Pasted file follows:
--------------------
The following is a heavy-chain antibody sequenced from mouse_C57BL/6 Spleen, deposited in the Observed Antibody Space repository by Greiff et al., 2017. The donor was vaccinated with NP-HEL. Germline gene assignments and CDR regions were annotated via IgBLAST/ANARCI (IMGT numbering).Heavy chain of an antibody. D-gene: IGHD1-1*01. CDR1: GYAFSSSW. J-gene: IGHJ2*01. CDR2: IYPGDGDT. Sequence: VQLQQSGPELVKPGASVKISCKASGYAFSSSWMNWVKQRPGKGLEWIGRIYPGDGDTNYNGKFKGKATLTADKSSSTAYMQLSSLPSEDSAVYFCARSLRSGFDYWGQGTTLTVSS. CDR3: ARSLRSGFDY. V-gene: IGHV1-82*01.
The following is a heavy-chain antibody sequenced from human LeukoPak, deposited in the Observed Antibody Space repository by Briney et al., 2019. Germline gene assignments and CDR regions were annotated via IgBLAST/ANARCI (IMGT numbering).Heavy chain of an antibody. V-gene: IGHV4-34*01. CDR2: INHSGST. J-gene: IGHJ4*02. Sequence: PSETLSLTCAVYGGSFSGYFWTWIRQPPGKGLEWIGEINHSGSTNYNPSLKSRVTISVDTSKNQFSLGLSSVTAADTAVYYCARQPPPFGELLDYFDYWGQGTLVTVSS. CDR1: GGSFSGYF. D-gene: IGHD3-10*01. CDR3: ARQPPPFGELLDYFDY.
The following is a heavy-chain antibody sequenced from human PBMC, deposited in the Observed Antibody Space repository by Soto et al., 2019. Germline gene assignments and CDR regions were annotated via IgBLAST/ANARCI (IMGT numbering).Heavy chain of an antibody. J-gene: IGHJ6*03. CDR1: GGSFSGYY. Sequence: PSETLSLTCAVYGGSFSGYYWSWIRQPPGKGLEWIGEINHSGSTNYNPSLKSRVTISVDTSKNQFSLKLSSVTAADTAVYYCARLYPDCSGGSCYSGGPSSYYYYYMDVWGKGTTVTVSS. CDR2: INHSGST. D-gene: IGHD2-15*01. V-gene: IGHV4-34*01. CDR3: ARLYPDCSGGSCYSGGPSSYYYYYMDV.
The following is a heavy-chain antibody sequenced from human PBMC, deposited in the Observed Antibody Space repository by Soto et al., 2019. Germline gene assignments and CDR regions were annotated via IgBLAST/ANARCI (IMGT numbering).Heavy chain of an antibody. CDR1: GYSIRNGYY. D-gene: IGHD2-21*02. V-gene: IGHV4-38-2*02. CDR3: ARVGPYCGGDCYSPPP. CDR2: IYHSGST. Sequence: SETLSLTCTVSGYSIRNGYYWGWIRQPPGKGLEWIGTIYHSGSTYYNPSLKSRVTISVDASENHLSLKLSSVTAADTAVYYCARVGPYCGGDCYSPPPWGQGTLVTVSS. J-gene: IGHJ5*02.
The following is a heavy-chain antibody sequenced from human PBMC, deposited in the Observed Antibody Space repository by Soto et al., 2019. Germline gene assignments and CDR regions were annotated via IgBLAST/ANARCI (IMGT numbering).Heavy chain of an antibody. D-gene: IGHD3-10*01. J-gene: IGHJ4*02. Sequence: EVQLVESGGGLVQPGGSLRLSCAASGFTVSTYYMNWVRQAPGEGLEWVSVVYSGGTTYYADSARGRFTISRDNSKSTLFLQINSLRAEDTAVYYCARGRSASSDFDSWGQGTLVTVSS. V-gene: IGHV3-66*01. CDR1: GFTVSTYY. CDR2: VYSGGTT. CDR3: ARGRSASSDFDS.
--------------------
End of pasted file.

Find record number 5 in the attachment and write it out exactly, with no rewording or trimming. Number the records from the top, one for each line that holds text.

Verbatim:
The following is a heavy-chain antibody sequenced from human PBMC, deposited in the Observed Antibody Space repository by Soto et al., 2019. Germline gene assignments and CDR regions were annotated via IgBLAST/ANARCI (IMGT numbering).Heavy chain of an antibody. D-gene: IGHD3-10*01. J-gene: IGHJ4*02. Sequence: EVQLVESGGGLVQPGGSLRLSCAASGFTVSTYYMNWVRQAPGEGLEWVSVVYSGGTTYYADSARGRFTISRDNSKSTLFLQINSLRAEDTAVYYCARGRSASSDFDSWGQGTLVTVSS. V-gene: IGHV3-66*01. CDR1: GFTVSTYY. CDR2: VYSGGTT. CDR3: ARGRSASSDFDS.